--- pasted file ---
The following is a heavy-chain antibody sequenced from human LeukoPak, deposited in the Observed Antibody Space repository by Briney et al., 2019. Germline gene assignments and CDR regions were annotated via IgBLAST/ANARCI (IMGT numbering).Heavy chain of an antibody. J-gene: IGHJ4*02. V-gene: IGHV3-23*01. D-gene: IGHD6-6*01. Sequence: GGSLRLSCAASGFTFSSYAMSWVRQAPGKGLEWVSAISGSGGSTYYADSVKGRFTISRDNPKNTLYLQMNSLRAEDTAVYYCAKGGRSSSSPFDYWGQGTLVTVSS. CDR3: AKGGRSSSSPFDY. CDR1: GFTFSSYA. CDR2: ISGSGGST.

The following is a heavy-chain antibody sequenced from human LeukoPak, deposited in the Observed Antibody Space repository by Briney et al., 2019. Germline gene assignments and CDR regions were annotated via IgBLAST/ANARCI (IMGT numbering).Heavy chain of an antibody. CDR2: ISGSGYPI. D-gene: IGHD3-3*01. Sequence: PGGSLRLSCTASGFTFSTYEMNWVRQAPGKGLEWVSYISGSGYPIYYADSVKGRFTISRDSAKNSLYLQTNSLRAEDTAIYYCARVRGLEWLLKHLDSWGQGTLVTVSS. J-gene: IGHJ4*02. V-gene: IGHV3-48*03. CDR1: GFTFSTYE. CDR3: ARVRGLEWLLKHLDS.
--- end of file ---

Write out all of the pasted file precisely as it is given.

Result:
The following is a heavy-chain antibody sequenced from human LeukoPak, deposited in the Observed Antibody Space repository by Briney et al., 2019. Germline gene assignments and CDR regions were annotated via IgBLAST/ANARCI (IMGT numbering).Heavy chain of an antibody. J-gene: IGHJ4*02. V-gene: IGHV3-23*01. D-gene: IGHD6-6*01. Sequence: GGSLRLSCAASGFTFSSYAMSWVRQAPGKGLEWVSAISGSGGSTYYADSVKGRFTISRDNPKNTLYLQMNSLRAEDTAVYYCAKGGRSSSSPFDYWGQGTLVTVSS. CDR3: AKGGRSSSSPFDY. CDR1: GFTFSSYA. CDR2: ISGSGGST.

The following is a heavy-chain antibody sequenced from human LeukoPak, deposited in the Observed Antibody Space repository by Briney et al., 2019. Germline gene assignments and CDR regions were annotated via IgBLAST/ANARCI (IMGT numbering).Heavy chain of an antibody. CDR2: ISGSGYPI. D-gene: IGHD3-3*01. Sequence: PGGSLRLSCTASGFTFSTYEMNWVRQAPGKGLEWVSYISGSGYPIYYADSVKGRFTISRDSAKNSLYLQTNSLRAEDTAIYYCARVRGLEWLLKHLDSWGQGTLVTVSS. J-gene: IGHJ4*02. V-gene: IGHV3-48*03. CDR1: GFTFSTYE. CDR3: ARVRGLEWLLKHLDS.